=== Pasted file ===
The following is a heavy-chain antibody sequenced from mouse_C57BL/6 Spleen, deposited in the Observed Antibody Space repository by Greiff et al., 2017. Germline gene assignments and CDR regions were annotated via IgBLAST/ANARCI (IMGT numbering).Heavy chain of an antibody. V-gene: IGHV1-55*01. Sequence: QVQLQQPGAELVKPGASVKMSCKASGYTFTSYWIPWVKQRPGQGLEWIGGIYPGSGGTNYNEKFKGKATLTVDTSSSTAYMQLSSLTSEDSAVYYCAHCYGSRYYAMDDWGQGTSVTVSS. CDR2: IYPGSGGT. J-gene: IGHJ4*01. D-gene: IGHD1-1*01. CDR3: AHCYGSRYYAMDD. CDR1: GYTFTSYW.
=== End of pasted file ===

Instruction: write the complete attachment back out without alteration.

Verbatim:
The following is a heavy-chain antibody sequenced from mouse_C57BL/6 Spleen, deposited in the Observed Antibody Space repository by Greiff et al., 2017. Germline gene assignments and CDR regions were annotated via IgBLAST/ANARCI (IMGT numbering).Heavy chain of an antibody. V-gene: IGHV1-55*01. Sequence: QVQLQQPGAELVKPGASVKMSCKASGYTFTSYWIPWVKQRPGQGLEWIGGIYPGSGGTNYNEKFKGKATLTVDTSSSTAYMQLSSLTSEDSAVYYCAHCYGSRYYAMDDWGQGTSVTVSS. CDR2: IYPGSGGT. J-gene: IGHJ4*01. D-gene: IGHD1-1*01. CDR3: AHCYGSRYYAMDD. CDR1: GYTFTSYW.